City of London is the worst offender for empty properties

Sebastian McCarthy
Foreign Ownership Leaves Luxury Apartment Tower Empty
One of the City of London banks which residents occupy as guardians in exchange for reduced rents

There are more than 10,000 commercial properties sitting empty in central London, with new figures revealing that the City has more unused space than any of its neighbours in the capital.

According to a series of Freedom of Information requests by property guardian company Live-in Guardians, there are as many as 10,681 empty commercial properties in London, although the real number is expected to be far higher as many local authorities did not provide data.

The City of London was the biggest offender for empty buildings in zones one to three, with 3,409 vacant properties, followed some way behind by Hammersmith & Fulham with 1,288 empty properties.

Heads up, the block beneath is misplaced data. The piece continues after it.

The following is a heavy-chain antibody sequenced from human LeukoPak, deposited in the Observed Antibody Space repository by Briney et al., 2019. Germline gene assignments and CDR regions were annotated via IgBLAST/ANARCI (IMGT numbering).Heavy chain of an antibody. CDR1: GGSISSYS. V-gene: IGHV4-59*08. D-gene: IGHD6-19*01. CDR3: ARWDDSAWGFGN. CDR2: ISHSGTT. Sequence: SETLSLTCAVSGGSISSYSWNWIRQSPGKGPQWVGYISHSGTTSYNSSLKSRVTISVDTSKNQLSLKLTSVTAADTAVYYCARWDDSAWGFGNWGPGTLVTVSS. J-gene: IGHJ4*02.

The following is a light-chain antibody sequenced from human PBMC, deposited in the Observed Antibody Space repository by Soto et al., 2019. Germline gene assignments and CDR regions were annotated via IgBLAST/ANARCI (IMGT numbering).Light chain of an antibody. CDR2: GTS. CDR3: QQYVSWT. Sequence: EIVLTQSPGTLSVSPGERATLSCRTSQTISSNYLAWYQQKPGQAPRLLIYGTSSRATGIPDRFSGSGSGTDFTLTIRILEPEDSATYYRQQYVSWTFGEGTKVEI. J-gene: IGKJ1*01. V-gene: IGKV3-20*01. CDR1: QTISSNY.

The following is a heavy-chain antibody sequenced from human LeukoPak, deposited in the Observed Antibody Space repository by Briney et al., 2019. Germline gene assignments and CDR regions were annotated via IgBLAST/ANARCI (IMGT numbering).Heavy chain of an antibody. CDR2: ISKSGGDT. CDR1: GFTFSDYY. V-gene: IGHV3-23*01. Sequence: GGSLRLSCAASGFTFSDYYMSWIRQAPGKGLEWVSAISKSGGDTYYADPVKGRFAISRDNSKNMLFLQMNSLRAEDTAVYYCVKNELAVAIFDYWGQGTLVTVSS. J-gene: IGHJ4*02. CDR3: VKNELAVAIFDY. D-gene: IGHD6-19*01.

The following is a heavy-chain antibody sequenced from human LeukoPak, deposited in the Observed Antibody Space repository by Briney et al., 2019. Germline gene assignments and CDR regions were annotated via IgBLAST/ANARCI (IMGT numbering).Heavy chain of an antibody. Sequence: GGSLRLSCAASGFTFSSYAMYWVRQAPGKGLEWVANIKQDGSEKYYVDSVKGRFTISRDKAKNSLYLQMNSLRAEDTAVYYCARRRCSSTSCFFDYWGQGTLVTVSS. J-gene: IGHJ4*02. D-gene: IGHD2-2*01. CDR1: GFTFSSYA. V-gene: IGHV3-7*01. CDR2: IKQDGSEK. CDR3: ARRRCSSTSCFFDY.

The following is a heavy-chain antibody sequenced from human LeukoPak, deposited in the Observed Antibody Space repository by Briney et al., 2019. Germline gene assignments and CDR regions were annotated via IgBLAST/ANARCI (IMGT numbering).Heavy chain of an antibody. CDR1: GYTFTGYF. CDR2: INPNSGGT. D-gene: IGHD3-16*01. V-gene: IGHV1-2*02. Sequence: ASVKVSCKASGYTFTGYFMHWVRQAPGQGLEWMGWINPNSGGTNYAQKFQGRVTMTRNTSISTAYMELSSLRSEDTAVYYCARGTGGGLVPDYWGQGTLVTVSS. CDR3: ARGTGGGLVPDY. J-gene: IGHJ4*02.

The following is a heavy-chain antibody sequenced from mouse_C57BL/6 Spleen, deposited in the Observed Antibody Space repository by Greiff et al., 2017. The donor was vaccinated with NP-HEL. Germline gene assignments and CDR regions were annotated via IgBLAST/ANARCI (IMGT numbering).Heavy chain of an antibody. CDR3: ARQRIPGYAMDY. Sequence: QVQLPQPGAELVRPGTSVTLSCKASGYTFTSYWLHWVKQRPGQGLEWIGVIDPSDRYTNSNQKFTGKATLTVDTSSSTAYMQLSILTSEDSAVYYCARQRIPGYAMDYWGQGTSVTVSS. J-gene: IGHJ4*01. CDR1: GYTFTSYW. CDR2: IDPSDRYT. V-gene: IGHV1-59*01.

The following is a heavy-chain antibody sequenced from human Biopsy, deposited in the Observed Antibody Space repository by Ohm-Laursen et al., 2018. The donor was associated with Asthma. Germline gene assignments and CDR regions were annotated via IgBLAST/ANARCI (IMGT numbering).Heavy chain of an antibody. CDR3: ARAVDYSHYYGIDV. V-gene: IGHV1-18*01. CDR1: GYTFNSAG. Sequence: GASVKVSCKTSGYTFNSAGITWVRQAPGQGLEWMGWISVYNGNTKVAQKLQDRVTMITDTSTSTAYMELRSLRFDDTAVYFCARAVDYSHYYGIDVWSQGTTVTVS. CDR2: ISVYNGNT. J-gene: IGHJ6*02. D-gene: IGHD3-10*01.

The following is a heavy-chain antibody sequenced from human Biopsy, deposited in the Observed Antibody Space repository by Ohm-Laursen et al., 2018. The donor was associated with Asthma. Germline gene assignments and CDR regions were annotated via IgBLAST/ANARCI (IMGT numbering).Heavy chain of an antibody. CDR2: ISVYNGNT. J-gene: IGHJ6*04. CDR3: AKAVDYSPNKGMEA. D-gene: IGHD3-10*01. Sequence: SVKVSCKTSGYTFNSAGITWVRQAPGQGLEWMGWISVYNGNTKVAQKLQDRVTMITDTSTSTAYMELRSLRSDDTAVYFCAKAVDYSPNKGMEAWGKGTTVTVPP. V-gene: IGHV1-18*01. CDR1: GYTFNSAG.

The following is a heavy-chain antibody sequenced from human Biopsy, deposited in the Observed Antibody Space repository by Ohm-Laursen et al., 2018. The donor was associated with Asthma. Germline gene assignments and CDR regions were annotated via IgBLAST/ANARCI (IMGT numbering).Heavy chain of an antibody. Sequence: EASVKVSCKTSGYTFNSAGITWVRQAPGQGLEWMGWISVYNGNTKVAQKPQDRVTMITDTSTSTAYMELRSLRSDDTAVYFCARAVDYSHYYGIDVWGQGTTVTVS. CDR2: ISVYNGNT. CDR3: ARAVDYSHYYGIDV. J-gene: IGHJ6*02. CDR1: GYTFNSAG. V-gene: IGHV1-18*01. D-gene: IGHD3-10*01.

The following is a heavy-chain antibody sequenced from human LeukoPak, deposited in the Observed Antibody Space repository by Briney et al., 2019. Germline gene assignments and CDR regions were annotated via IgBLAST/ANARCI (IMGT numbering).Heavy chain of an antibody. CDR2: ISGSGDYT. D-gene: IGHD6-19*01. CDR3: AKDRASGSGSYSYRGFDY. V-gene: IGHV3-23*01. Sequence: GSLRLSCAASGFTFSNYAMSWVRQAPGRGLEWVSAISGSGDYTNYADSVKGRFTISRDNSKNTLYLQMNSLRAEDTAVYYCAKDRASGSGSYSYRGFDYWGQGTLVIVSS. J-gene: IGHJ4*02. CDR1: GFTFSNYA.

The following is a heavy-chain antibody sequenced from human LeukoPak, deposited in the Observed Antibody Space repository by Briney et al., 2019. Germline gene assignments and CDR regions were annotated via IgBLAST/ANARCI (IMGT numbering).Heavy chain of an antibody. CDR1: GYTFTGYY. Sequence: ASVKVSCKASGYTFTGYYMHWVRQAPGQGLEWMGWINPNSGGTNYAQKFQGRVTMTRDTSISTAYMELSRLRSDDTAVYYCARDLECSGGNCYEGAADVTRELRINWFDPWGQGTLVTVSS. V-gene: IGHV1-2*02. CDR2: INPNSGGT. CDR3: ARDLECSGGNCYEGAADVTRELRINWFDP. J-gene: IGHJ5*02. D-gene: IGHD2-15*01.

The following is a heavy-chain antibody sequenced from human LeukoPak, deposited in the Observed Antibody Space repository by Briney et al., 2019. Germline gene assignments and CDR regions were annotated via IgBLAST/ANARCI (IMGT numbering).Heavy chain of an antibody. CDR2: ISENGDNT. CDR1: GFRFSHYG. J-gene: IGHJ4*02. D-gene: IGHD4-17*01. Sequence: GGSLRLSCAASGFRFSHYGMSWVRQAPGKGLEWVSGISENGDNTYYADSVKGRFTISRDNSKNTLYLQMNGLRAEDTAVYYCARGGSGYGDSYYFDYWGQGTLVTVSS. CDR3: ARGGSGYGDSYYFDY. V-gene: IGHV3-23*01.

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In five years the number of properties not being used in the financial district has risen more than 12 per cent, from 3,042 to 3,490.

Arthur Duke, a former commercial lawyer who founded Live-in Guardians which aims to let people rent empty commercial space at a reduced rent, said: "It’s like The Titanic not filling all its lifeboats – thousands of buildings that can create affordable means of living are lying empty."

Duke told City A.M.: "The Square Mile in London is denser than other boroughs and there are more commercial properties so it is no surprise there are more empty buildings from our research."

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The number of empty properties has grown over the last five years, with two buildings now becoming vacant every week in London's zones one to three.

Earlier this year similar problems in London's property market were brought to light when figures showed that more than half of the 1,900 ultra-luxury apartments built in the capital last year failed to sell, raising concerns of "posh ghost towers" across the city.

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